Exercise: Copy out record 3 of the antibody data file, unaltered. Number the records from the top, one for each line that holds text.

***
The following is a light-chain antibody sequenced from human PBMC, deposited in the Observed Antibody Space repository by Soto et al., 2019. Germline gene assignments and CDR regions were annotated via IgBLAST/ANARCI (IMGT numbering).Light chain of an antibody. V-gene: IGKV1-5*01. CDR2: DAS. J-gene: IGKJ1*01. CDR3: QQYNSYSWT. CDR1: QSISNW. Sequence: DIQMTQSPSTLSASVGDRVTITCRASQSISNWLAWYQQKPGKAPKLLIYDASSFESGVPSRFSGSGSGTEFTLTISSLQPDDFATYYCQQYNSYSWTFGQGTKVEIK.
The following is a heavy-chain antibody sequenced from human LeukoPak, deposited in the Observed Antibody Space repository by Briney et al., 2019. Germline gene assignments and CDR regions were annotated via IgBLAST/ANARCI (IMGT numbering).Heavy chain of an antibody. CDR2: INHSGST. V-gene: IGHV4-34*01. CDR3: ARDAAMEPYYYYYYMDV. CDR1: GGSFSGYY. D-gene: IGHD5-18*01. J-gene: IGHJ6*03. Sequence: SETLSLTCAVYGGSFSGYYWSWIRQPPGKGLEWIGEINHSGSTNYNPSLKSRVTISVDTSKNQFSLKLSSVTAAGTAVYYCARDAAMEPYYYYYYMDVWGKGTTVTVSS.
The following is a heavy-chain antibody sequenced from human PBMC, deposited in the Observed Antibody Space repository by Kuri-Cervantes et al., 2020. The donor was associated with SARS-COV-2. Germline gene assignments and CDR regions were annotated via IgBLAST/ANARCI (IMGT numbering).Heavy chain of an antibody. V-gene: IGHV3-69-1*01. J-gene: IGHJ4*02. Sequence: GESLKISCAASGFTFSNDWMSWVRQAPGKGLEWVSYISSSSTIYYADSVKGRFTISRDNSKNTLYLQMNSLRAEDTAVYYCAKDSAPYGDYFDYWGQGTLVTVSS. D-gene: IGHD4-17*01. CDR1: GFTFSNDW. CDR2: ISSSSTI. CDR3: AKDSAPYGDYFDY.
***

The following is a heavy-chain antibody sequenced from human PBMC, deposited in the Observed Antibody Space repository by Kuri-Cervantes et al., 2020. The donor was associated with SARS-COV-2. Germline gene assignments and CDR regions were annotated via IgBLAST/ANARCI (IMGT numbering).Heavy chain of an antibody. V-gene: IGHV3-69-1*01. J-gene: IGHJ4*02. Sequence: GESLKISCAASGFTFSNDWMSWVRQAPGKGLEWVSYISSSSTIYYADSVKGRFTISRDNSKNTLYLQMNSLRAEDTAVYYCAKDSAPYGDYFDYWGQGTLVTVSS. D-gene: IGHD4-17*01. CDR1: GFTFSNDW. CDR2: ISSSSTI. CDR3: AKDSAPYGDYFDY.